There's more to vocoders than 'Mister Blue Sky' — and with the vocoders supplied on some current multi‑effects processors, creative vocoding is now available to almost anyone.
Vocoders were very popular in the '70s, but their 'talking keyboard' sound soon became clichéd, and from then on, their popularity steadily declined. By the time MIDI started to take off, vocoders were all but extinct, with only a couple of manufacturers continuing to make them — which was a pity, because a vocoder really comes into its own when used as part of a MIDI system. Fortunately, a few multi‑effects units now include a vocoder as part of their repertoire, and with a little ingenuity, they can be used to modify sounds in a number of creative ways — other than producing the classic 'asthmatic who's swallowed a harmonica' vocal effect.
But before exploring some of the processing tricks made possible by this unique device, it's useful to take a look inside to see how it works.
A vocoder enables the tonal character of one sound to be imposed on another, quite different sound; the classic talking keyboard effect is produced by using the changing characteristics of the human voice to shape a sustained synth sound. What really happens is this: the vocal signal, which we shall call the modulator, is analysed by a bank of filters that continually measure the signal envelope in each part of the spectrum in exactly the same way as a spectrum analyser does. The more filters in the bank, the more accurate the analysis.
The signal to be modified, known as the carrier, is also fed to a bank of filters, but this time the level of signal passing through each filter band is modulated according to the output from the spectrum analyser section. In other words, the spectral characteristics of the modulating signal are duplicated in the filter bank processing the carrier. Figure 1 shows a simplified block diagram of what's actually going on. If the modulating signal is continually changing in character, as is true of the human voice, these dynamic changes will be passed onto the carrier, giving the synth sound a recognisable vocal quality. So effective is this process that it is possible to pick out intelligible words, even when none of the original vocal signal is present. And because we're analysing the spectral content and not the absolute pitch of the modulating signal, it doesn't even matter if the words are sung out of tune, or even spoken.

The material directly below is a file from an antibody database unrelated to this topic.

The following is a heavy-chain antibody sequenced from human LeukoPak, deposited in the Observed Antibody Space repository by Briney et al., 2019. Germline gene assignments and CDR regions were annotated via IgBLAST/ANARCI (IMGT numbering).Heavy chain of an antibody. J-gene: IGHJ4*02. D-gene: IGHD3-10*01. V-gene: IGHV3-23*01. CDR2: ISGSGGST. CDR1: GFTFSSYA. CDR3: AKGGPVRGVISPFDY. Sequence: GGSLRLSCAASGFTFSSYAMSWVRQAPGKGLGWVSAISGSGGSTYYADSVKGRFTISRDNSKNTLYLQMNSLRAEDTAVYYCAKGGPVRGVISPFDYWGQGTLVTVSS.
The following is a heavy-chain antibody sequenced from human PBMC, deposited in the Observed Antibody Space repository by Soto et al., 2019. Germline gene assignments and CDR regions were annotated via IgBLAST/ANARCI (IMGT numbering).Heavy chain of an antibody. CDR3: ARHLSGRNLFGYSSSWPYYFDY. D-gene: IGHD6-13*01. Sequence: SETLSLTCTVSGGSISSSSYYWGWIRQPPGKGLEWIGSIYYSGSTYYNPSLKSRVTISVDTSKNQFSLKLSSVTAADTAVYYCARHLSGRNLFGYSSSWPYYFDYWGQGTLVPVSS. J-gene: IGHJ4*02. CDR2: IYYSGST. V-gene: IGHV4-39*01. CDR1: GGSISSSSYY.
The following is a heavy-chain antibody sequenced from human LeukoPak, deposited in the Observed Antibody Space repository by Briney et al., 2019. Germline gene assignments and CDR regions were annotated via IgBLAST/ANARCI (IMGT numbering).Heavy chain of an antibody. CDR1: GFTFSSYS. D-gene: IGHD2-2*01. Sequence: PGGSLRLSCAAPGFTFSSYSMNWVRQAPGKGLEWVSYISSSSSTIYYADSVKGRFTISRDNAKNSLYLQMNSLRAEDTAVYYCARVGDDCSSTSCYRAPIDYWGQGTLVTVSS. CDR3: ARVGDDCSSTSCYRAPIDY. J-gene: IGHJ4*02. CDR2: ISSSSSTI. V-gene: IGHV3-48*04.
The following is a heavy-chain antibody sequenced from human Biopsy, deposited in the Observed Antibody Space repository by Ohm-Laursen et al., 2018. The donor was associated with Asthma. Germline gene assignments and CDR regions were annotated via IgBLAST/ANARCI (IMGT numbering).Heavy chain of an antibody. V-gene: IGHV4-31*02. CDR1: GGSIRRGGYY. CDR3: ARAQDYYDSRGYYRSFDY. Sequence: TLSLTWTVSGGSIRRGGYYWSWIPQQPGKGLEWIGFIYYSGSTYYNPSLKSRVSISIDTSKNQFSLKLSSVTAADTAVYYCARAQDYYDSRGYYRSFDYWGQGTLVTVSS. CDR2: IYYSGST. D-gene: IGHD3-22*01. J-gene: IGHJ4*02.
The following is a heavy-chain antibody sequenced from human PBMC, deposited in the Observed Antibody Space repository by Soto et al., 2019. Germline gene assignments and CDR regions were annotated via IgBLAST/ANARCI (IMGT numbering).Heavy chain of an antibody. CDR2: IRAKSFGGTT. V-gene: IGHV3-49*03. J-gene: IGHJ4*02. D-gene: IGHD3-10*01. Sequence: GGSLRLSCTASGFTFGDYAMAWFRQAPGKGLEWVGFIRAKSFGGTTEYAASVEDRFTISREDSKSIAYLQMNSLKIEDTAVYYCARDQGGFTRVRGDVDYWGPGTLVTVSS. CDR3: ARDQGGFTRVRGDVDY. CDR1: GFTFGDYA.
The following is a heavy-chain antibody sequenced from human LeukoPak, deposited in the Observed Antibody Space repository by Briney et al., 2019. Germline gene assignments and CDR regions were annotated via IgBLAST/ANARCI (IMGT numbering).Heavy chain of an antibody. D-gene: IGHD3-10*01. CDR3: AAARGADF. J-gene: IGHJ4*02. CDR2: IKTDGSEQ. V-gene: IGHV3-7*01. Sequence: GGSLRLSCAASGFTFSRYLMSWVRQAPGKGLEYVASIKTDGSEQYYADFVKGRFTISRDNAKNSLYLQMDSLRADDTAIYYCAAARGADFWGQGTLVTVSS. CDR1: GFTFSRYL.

Apart from the obvious spectral variations generated by the vocal chords, human speech also includes 'fricatives' — short, high‑frequency sounds present in syllables such as 'S' and 'T' which are formed in the mouth. If these are separated out from the main vocal signal by means of a high pass filter, they can be added to the output to increase the intelligibility of the sound, and because they don't relate to the musical pitch of the vocal, they can be added to any musical output without compromising the tuning. A simple system for adding fricatives is also shown in Figure 1.